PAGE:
Choose a lei instead of traditional flowers for the bridesmaids, or even go all the way and give your guest small leis called kupe’e that are to be worn on the wrist or around the ankle if at an informal wedding. The kupe’e can be your wedding gift favors. Traditionally lei’s are made from orchids, but you can use roses, ginger, maile, or any other flowers or a mixture of flowers you can string together.
The use of anthuriums “Haitian pink” in a wedding bouquet makes a stunning non-traditional but elegant brides bouquet. The anthuriums’ heart shaped flowers, and the beautiful light pink color will coordinate with any color wedding dress the bride wears or even the bridesmaids’ dresses. If you dislike pink choose any of the other anthuriums. They come in red, white or even a tropical color that lightly fades from pink in the middle to green on the outer most of the flower. Any choice of a tropical flower or a concept of an arrangements or bouquets can be done, it’s all in the creative way florist do their work.
Tropical Flower For Parties and Just Because
One thing we know about tropical flowers is that they are unusual, exotic and used infrequently. We all tend to opt for traditional. Tried-and-true works well, but we have to admit that it is easy. It’s time we all think out side the tried-and-true box and go with the exotic, the remarkable, the extraordinary, tropical flower arrangements. Just as I was mesmerized by the red ginger at the wedding, tropical flowers captivate us because they are new to us. Though I didn’t know what they were at the time, I took the time to find out because they caught my eye. Putting a tropical flower arrangement of anthuriums, orchids, and Birds of Paradise will not only look grand, but will certainly make for great conversation pieces at any party. Guests will be curious as to the type of flower or that and who did the arrangements. That is the WOW factor of tropical plants.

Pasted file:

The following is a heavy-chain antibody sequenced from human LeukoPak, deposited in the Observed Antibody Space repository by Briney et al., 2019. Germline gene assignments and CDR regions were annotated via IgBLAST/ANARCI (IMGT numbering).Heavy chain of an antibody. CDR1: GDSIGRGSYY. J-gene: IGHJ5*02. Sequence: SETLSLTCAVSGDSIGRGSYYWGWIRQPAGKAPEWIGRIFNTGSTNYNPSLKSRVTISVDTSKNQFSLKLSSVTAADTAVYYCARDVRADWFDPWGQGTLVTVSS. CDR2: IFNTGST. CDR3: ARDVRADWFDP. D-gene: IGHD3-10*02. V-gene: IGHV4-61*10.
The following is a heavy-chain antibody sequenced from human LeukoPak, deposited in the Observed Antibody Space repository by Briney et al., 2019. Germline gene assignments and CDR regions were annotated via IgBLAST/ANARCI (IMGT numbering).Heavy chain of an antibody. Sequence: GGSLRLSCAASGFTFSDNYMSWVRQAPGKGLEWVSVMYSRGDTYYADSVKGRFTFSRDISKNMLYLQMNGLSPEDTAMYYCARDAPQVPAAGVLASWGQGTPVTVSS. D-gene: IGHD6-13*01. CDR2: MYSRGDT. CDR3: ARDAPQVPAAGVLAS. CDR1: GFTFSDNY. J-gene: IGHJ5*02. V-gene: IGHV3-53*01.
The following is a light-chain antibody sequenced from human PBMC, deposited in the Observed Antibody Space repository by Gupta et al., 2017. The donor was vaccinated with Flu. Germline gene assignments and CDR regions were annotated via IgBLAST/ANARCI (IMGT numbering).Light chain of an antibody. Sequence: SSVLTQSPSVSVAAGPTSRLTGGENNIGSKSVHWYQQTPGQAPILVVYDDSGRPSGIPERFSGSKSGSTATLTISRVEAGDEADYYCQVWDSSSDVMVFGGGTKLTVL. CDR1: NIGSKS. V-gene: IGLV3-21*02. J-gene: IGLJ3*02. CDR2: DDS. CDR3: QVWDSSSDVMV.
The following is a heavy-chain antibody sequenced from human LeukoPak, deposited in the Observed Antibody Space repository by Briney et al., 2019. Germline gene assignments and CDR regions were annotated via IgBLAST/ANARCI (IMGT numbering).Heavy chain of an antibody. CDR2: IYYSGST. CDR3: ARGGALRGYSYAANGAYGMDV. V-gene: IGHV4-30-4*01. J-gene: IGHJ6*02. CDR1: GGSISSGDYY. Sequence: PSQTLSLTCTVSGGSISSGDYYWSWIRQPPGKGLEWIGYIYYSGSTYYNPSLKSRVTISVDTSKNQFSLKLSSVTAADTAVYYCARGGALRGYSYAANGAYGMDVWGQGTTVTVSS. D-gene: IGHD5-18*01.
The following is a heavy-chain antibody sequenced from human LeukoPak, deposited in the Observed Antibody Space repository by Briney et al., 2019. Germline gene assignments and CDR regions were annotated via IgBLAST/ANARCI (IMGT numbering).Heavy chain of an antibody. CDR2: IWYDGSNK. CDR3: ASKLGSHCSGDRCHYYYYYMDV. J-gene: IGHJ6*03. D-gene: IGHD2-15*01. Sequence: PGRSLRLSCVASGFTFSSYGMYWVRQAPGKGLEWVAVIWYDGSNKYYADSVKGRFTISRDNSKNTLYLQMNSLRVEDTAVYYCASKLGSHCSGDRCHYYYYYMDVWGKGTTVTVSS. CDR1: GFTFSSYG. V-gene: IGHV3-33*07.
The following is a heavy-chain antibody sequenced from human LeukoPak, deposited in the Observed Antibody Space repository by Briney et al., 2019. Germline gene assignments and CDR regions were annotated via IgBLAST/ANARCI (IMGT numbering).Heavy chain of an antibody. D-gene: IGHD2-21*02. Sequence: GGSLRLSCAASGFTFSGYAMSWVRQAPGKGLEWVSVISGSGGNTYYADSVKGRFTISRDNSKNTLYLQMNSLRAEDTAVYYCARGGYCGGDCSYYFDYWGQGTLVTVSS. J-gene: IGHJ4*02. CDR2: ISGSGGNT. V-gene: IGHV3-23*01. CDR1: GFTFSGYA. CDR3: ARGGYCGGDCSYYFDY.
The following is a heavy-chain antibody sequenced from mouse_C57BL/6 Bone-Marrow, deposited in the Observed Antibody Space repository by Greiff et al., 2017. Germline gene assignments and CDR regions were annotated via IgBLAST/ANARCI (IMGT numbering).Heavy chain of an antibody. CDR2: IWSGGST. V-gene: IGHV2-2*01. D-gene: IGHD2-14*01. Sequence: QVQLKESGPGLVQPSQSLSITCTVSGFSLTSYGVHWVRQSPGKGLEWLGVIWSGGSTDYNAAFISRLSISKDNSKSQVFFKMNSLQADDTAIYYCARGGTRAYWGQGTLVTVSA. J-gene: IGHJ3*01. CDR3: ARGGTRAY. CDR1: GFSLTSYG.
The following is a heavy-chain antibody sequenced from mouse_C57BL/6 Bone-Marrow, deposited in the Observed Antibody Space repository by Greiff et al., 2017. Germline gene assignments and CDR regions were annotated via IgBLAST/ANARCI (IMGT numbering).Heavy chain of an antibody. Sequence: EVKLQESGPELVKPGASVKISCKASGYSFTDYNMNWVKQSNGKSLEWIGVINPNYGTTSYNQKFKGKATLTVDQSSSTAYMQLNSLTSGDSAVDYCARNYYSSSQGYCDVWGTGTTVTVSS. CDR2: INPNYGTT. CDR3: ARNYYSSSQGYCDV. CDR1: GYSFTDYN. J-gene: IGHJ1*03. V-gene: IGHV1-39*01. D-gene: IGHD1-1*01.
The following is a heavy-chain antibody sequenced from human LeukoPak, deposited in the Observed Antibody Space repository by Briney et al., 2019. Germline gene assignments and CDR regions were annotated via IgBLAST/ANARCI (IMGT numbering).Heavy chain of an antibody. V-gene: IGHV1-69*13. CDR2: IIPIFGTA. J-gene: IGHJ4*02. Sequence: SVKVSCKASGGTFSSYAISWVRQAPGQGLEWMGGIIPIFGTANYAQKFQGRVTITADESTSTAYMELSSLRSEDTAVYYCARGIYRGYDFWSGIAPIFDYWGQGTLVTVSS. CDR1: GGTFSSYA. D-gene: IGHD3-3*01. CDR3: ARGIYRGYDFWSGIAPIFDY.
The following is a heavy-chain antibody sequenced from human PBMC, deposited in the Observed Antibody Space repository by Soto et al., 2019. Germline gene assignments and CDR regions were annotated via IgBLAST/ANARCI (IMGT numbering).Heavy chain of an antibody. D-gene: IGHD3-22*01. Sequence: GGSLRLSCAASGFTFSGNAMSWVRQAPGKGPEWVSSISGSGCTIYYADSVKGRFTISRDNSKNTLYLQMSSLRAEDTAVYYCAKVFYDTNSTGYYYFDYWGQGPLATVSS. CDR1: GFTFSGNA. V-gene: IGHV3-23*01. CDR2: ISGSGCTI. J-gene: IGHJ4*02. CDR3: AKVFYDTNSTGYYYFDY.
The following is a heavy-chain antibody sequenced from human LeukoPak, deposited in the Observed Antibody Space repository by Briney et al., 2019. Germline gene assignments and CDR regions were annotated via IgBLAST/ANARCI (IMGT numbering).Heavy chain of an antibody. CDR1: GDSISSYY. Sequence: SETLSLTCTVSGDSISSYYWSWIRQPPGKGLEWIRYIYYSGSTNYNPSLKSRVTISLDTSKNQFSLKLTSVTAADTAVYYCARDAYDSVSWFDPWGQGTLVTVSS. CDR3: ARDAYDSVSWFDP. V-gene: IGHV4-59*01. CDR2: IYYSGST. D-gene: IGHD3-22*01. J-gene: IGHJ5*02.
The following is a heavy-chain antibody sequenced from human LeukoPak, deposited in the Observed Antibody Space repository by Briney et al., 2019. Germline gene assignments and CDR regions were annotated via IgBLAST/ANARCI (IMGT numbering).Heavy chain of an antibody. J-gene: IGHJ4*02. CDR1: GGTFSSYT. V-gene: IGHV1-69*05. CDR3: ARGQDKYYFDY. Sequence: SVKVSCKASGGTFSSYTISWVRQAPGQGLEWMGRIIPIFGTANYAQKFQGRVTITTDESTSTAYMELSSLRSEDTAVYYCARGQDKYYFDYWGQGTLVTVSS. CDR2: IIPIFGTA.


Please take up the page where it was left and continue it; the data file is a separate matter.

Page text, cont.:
Choosing a tropical arrangement of orchids mixed with other exotic flowers and giving them just because will be well received and talked about for months on end. Maybe you want a plant and not just a flower arrangement. In that case, tropical plants are another wonderful gift to send. A gloriosa lily, a striking plant that has a flower that has gold based flowers with crimson tipped ends, is an absolute tropical beauty. The gloriosa plant is best suited to mild climates for outdoor planting or it can be gown inside as a potted plant.
The use of tropical flowers for a party, wedding or flower arrangement will bring a WOW factor to any occasion and will brighten up any décor. Everyone should explore the world of tropical flowers and plants. Why not celebrate their uniqueness and exotic looks? Not ready to move completely out of the tried-and-true box? Well spice up a traditional styled arrangement with tropicals. Come on. You know that you want to. Just a few here and there and you’ll be exploring the ever-growing world of tropical flower arrangements.
Contributor Leigh Morrisett